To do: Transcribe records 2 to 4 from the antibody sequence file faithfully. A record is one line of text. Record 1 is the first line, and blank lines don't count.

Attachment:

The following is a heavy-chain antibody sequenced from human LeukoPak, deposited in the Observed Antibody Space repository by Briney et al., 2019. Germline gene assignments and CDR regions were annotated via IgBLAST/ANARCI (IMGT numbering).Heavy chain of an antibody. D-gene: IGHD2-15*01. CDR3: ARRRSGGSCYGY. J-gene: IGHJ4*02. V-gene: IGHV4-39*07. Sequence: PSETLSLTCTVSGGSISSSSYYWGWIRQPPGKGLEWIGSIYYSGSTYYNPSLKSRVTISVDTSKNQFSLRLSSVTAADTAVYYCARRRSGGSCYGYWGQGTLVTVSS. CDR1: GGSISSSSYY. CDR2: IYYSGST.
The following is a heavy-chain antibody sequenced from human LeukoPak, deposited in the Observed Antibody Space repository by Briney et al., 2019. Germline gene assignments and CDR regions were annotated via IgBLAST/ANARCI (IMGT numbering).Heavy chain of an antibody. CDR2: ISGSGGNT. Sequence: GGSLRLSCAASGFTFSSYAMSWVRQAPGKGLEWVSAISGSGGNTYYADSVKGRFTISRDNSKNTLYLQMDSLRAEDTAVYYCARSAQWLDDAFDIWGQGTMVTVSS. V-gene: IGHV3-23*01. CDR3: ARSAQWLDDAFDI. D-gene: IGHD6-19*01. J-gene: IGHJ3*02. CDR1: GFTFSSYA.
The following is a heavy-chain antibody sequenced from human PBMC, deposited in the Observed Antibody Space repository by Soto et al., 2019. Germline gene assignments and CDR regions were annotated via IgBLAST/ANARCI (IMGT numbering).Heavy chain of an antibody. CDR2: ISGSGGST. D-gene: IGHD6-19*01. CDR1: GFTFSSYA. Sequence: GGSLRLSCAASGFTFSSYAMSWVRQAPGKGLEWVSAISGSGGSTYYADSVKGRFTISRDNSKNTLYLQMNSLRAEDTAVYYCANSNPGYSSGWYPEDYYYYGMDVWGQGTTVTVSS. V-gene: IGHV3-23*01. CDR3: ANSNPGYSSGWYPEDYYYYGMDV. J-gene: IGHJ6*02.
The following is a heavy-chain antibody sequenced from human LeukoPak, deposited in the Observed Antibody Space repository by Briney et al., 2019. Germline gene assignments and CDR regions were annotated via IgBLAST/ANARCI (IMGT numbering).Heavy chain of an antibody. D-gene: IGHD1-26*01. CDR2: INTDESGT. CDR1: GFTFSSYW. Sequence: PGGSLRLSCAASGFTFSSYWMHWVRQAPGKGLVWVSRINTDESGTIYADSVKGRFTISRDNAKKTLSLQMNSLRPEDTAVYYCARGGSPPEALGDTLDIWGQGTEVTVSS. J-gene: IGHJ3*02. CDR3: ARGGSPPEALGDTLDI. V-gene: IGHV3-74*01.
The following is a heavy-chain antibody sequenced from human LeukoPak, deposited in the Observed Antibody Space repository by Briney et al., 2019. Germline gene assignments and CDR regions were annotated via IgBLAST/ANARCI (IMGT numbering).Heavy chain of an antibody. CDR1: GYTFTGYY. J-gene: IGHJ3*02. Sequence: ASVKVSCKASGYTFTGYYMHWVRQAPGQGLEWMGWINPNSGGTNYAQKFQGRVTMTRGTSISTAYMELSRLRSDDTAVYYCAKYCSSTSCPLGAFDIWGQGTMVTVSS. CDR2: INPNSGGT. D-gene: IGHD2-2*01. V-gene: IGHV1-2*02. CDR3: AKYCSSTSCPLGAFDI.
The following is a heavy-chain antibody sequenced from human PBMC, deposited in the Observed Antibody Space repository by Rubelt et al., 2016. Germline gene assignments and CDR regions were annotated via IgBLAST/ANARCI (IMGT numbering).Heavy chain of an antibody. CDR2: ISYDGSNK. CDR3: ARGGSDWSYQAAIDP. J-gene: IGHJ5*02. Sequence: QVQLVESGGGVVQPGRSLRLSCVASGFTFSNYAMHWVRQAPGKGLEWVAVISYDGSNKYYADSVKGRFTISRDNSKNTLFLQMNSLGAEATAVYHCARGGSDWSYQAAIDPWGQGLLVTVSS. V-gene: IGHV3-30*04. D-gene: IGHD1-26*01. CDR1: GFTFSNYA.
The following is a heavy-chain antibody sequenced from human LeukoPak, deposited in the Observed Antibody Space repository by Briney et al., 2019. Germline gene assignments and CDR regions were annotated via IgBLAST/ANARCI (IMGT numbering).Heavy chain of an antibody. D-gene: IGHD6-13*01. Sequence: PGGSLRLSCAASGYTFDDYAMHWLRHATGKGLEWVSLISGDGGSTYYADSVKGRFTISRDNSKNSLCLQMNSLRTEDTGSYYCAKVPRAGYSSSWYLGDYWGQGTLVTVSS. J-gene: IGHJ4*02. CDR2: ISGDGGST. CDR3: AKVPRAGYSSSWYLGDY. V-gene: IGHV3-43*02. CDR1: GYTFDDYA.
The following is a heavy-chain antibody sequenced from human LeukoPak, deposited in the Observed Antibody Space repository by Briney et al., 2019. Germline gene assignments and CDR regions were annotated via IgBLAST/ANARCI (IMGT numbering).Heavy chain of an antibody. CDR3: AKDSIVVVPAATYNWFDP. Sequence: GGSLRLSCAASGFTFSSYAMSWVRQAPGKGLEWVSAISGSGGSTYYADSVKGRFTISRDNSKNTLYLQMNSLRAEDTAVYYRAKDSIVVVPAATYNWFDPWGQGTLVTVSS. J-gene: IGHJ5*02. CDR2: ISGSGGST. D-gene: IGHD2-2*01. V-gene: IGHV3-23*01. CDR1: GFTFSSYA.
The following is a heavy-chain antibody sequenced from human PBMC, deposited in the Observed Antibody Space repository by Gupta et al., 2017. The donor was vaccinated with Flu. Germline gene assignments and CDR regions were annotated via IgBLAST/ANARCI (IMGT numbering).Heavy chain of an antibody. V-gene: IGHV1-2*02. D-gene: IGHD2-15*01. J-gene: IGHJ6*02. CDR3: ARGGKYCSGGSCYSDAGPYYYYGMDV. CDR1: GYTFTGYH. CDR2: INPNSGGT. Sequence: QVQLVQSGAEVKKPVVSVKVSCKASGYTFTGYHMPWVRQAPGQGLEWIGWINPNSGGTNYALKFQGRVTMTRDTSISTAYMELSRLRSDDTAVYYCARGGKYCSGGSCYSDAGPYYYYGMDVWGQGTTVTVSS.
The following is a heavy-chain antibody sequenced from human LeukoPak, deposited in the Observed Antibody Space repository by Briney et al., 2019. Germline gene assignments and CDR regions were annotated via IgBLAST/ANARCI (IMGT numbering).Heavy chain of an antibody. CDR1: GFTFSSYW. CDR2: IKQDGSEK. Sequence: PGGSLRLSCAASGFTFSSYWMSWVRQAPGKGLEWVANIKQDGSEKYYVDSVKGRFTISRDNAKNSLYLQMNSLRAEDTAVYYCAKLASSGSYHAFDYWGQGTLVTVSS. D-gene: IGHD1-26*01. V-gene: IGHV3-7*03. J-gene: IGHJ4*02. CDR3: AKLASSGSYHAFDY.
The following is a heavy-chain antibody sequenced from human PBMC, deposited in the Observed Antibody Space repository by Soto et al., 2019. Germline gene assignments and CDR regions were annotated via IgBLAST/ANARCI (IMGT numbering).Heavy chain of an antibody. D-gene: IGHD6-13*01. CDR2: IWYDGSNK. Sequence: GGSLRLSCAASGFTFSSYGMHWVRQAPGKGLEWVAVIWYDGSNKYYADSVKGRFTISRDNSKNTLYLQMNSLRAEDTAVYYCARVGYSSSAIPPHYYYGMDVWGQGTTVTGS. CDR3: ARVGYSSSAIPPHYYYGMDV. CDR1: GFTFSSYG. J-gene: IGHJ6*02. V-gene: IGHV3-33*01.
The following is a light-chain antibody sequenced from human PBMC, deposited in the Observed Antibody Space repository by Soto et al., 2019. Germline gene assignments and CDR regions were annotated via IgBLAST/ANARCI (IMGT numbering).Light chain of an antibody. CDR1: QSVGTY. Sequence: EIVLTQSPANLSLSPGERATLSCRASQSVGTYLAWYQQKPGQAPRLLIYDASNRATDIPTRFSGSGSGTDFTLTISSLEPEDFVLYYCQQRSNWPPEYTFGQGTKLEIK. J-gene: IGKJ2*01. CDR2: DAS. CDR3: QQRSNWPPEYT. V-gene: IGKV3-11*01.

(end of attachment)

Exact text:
The following is a heavy-chain antibody sequenced from human LeukoPak, deposited in the Observed Antibody Space repository by Briney et al., 2019. Germline gene assignments and CDR regions were annotated via IgBLAST/ANARCI (IMGT numbering).Heavy chain of an antibody. CDR2: ISGSGGNT. Sequence: GGSLRLSCAASGFTFSSYAMSWVRQAPGKGLEWVSAISGSGGNTYYADSVKGRFTISRDNSKNTLYLQMDSLRAEDTAVYYCARSAQWLDDAFDIWGQGTMVTVSS. V-gene: IGHV3-23*01. CDR3: ARSAQWLDDAFDI. D-gene: IGHD6-19*01. J-gene: IGHJ3*02. CDR1: GFTFSSYA.
The following is a heavy-chain antibody sequenced from human PBMC, deposited in the Observed Antibody Space repository by Soto et al., 2019. Germline gene assignments and CDR regions were annotated via IgBLAST/ANARCI (IMGT numbering).Heavy chain of an antibody. CDR2: ISGSGGST. D-gene: IGHD6-19*01. CDR1: GFTFSSYA. Sequence: GGSLRLSCAASGFTFSSYAMSWVRQAPGKGLEWVSAISGSGGSTYYADSVKGRFTISRDNSKNTLYLQMNSLRAEDTAVYYCANSNPGYSSGWYPEDYYYYGMDVWGQGTTVTVSS. V-gene: IGHV3-23*01. CDR3: ANSNPGYSSGWYPEDYYYYGMDV. J-gene: IGHJ6*02.
The following is a heavy-chain antibody sequenced from human LeukoPak, deposited in the Observed Antibody Space repository by Briney et al., 2019. Germline gene assignments and CDR regions were annotated via IgBLAST/ANARCI (IMGT numbering).Heavy chain of an antibody. D-gene: IGHD1-26*01. CDR2: INTDESGT. CDR1: GFTFSSYW. Sequence: PGGSLRLSCAASGFTFSSYWMHWVRQAPGKGLVWVSRINTDESGTIYADSVKGRFTISRDNAKKTLSLQMNSLRPEDTAVYYCARGGSPPEALGDTLDIWGQGTEVTVSS. J-gene: IGHJ3*02. CDR3: ARGGSPPEALGDTLDI. V-gene: IGHV3-74*01.